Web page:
On May 12, during a press conference held in Buenos Aires, Argentina, was presented the document “The Bicentennial: time for fraternal gathering of Argentines”, adopted by the Bishops’ Conference of Argentina (CEA), on the occasion of the plenary Assembly held past April. “These pages we present are thoughts we wish to share to prompt dialogue based on a historical event that made us grow as a Nation and which at the same time induces reflection on the kind of Country we want”, the bishops wrote in the introduction of the document presented by CEA President Monsignor Jose Maria Arancedo, by vice-President Cardinal Mario Aurelio Poli, and by the Secretary, Monsignor Carlos Malfa.
Common home. The document is divided into five chapters. In the first, titled “A just and expected reparation of memory”, the Church seeks to “turn our gaze on that first generation of Argentines who, interpreting a genuine feeling of freedom of the people they represented, took on the heavy responsibility of guiding pro-American ideals.” “Of the twenty-nine deputies who signed the Act of Independence, eighteen were laymen and eleven were priests – the bishops recall – and all unanimously upheld ethical principles inspired by Christian humanism.” The document devotes some thoughts to the “common home” that the Argentines set up, whose symbol is the historic house of Tucumán where members of Congress gathered to declare independence in 1816: “a family house”, “a borrowed home that rapidly became a common home, the home of all, for deputies from distant regions which soon identified each other as brothers.” This historic house “that excluded no one” inspired the bishops to invite to a reflection on the situation of indigenous peoples and on broken promises:
“Independence will reach full force and effect when the most marginalized Argentine family will have a dignified dwelling place to live, adequate health care and education, and when the parents will have dignified jobs”, states the document.
“The ideal of living Argentina as a big family, where fraternity, solidarity and the common good include all those who have been the pilgrims of its history is still far from being a reality” said the bishops, who pointed out: “Provinces without resources and poor homeless families, with many Argentines on the brink or outside of the labour market, do not reflect the federal aspirations of the Tucuman congressmen.”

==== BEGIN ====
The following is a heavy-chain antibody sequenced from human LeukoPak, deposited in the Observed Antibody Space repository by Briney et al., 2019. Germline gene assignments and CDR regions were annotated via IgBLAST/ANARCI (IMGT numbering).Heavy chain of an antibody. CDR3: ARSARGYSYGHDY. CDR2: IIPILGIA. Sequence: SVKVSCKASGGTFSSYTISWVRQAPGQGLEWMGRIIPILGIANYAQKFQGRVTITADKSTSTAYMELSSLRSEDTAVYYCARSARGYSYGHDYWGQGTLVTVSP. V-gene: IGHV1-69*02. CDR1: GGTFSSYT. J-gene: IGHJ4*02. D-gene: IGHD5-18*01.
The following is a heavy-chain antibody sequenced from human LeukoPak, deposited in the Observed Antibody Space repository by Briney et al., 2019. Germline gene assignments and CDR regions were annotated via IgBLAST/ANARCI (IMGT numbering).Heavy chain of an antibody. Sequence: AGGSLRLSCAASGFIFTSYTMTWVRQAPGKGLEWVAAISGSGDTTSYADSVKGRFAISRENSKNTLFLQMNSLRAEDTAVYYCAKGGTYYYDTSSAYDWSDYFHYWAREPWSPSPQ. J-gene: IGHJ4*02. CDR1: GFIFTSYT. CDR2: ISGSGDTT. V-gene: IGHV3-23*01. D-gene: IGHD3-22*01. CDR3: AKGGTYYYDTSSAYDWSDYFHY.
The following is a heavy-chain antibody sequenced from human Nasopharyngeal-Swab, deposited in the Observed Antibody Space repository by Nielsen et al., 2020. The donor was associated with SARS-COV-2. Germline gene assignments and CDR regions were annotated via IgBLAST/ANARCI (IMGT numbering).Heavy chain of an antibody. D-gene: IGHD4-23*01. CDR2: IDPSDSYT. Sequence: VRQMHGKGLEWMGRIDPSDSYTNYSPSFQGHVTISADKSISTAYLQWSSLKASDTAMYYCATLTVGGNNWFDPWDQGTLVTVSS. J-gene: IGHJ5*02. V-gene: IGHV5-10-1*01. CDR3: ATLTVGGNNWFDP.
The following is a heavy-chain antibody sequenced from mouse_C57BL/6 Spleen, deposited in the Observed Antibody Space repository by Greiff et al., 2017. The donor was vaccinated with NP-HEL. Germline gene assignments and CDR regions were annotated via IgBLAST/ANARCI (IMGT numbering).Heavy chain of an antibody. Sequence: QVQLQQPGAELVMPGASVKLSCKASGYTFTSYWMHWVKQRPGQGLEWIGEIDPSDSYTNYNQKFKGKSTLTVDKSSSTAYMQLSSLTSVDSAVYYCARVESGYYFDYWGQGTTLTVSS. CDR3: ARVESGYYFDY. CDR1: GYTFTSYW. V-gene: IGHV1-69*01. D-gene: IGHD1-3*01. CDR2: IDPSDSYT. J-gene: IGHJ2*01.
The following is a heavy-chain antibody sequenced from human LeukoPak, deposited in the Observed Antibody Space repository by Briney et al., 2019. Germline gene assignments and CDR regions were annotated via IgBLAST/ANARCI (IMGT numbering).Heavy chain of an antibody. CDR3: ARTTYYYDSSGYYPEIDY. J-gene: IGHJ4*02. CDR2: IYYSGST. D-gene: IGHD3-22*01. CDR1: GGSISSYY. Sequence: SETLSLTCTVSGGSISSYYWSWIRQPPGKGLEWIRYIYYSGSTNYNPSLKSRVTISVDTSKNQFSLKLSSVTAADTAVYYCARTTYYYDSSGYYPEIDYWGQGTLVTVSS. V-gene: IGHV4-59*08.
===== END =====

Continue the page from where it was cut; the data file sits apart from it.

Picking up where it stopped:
For democratic life. In the second chapter, titled “Organizing the common home”, the bishops spoke about the meaning of concepts such as democracy, common home, people, and politics: “A democratic life of inclusion and integration requires the commitment of all. It is everyone’s responsibility, and especially that of those in leading roles.”
“The worst of our ills is the clash which prevents us from recognizing each other as brothers that leads to widespread corruption, the scourge of drug trafficking and the neglect of the environment”.
The third chapter, “Some ills of the common home”, states: “These are some examples that show that the great family of the Argentines is in danger and that the house we share could break apart.”
Formation of values. To take care of the common home, the prelates write in the fourth chapter (“Independence and education”),
It is necessary to further an educational process that will form the values of Argentines, providing them with the tools to identify their wrongs and developing in each one of them those civil virtues leading to a network of long-term commitments.
In Argentina’s educational tradition public schools run by the State have played a crucial role, providing millions of Argentines with quality education. Our wish is that it will continue growing along this path.” “We look forward to the consolidation of that specific formation and its resumption at all levels, to ensure that everyone can access education and remain in the education system, with equal opportunities up to the highest academic levels. ”
The bishops also spoke of the Christian educational project as the most genuine and valuable contribution offered by the Church to a new society and a truly free Country.
In the last chapter of the document the bishops reiterated their intention to present a metaphor of the common home, their Country, with the image of the historical home of Tucumàn. “For us – the prelates said – our homeland is a gift of God, a gift of His love we are called to cherish and promote. We are all called to build this common home through active dialogue that seeks consensus and furthers social friendship aimed at the establishment of a culture of encounter.” In their closing remarks the bishops highlighted the providential element of the Bicentennial: “two children of our land, the Venerable Maria Antonia de la Paz y Figueroa Blessed Jose Gabriel del Rosario Brochero, will be respectively proclaimed Blessed and Saint by the Church.”